How to Brief a Case in Law School

Woo! So I'm done with my first two weeks of law school now (honestly so crazy how the time has flown by so fast!!)

Basically what I've learned so far is that law school will involve a lot of late nights, little sleep, and meals on the go because who has time for eating?? (just kidding - take care of yourself friends - even meals on the go can be healthy so make sure you prioritize)

In all of the madness so far I have had a LOT of practice briefing cases already. I have learned how to tailor my briefs to each class and each professor and while they aren't perfect and probably never will be, they are getting better!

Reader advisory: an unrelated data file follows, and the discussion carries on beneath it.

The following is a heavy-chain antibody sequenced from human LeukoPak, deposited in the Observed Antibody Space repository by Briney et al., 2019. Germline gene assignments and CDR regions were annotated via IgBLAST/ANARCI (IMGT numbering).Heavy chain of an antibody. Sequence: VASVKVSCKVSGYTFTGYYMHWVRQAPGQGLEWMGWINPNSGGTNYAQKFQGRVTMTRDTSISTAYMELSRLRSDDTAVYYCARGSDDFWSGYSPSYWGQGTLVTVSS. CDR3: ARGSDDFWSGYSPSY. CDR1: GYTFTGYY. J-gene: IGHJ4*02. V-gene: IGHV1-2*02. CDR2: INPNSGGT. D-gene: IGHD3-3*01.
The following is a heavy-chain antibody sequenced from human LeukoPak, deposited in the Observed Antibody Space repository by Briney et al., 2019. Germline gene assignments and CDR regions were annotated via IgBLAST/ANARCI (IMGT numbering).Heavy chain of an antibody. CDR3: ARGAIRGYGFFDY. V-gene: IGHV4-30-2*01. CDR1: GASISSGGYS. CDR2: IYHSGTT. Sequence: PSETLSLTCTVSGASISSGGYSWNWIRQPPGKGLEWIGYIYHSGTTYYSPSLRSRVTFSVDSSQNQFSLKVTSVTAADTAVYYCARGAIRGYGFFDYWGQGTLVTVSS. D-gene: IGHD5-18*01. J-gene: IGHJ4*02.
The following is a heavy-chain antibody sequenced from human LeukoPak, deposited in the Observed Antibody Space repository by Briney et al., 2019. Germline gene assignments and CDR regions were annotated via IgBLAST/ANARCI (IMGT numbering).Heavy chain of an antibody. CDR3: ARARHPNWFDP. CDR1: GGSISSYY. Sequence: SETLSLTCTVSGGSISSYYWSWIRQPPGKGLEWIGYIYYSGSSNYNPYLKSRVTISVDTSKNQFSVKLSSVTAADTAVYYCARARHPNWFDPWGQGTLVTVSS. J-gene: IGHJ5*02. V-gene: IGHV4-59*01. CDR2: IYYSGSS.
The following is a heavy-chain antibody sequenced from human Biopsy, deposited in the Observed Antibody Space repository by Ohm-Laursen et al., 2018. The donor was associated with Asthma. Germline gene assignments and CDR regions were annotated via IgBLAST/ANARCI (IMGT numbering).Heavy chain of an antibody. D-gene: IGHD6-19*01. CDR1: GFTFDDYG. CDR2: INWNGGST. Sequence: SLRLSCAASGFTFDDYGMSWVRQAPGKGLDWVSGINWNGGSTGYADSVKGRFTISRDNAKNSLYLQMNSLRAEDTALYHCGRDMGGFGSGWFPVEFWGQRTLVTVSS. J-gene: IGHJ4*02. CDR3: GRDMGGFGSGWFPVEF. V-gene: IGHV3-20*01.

So here is an overview on how to brief and case and things to pay attention to so you can predict what questions your professors will be asking and include that info in your briefs.

Part 1 - Briefing

So, after reading lots of blogs and getting info from professors and 2Ls at my school I have determined 8 sections I put in *almost* every brief. I'll go over them below and show you one of the cases I have briefed already in school.

1.      Cause of action - this is the first question all of my professors ask about every case. It's simply what brought them to court. As an example: in torts so far we have gone over trespass, battery, assaults, false imprisonment, and intentional emotional distress.

2.      Procedural History - the history of the case through the courts (Federal: district, circuit, supreme State: trial, appeal, Supreme - honestly state court systems can vary a lot so that's just a general structure)